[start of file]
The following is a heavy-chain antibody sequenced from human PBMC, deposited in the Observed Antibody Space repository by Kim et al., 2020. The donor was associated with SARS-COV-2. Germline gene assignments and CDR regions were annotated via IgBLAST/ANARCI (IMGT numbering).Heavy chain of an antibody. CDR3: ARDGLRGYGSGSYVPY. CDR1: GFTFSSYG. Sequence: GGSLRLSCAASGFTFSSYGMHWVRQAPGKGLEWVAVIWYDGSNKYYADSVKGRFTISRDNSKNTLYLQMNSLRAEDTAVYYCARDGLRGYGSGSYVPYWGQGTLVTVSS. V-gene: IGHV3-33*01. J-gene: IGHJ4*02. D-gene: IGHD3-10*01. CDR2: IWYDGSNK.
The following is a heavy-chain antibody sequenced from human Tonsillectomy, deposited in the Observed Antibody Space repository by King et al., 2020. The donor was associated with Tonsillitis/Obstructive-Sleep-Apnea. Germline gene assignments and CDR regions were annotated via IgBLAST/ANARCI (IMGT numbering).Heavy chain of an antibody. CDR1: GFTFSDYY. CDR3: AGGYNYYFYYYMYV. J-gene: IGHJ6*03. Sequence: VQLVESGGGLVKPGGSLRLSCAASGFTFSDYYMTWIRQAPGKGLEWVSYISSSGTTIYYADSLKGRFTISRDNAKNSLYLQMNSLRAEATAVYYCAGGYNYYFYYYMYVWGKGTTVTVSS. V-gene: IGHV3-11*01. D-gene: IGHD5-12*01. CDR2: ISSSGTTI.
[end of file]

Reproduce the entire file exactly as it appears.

The following is a heavy-chain antibody sequenced from human PBMC, deposited in the Observed Antibody Space repository by Kim et al., 2020. The donor was associated with SARS-COV-2. Germline gene assignments and CDR regions were annotated via IgBLAST/ANARCI (IMGT numbering).Heavy chain of an antibody. CDR3: ARDGLRGYGSGSYVPY. CDR1: GFTFSSYG. Sequence: GGSLRLSCAASGFTFSSYGMHWVRQAPGKGLEWVAVIWYDGSNKYYADSVKGRFTISRDNSKNTLYLQMNSLRAEDTAVYYCARDGLRGYGSGSYVPYWGQGTLVTVSS. V-gene: IGHV3-33*01. J-gene: IGHJ4*02. D-gene: IGHD3-10*01. CDR2: IWYDGSNK.
The following is a heavy-chain antibody sequenced from human Tonsillectomy, deposited in the Observed Antibody Space repository by King et al., 2020. The donor was associated with Tonsillitis/Obstructive-Sleep-Apnea. Germline gene assignments and CDR regions were annotated via IgBLAST/ANARCI (IMGT numbering).Heavy chain of an antibody. CDR1: GFTFSDYY. CDR3: AGGYNYYFYYYMYV. J-gene: IGHJ6*03. Sequence: VQLVESGGGLVKPGGSLRLSCAASGFTFSDYYMTWIRQAPGKGLEWVSYISSSGTTIYYADSLKGRFTISRDNAKNSLYLQMNSLRAEATAVYYCAGGYNYYFYYYMYVWGKGTTVTVSS. V-gene: IGHV3-11*01. D-gene: IGHD5-12*01. CDR2: ISSSGTTI.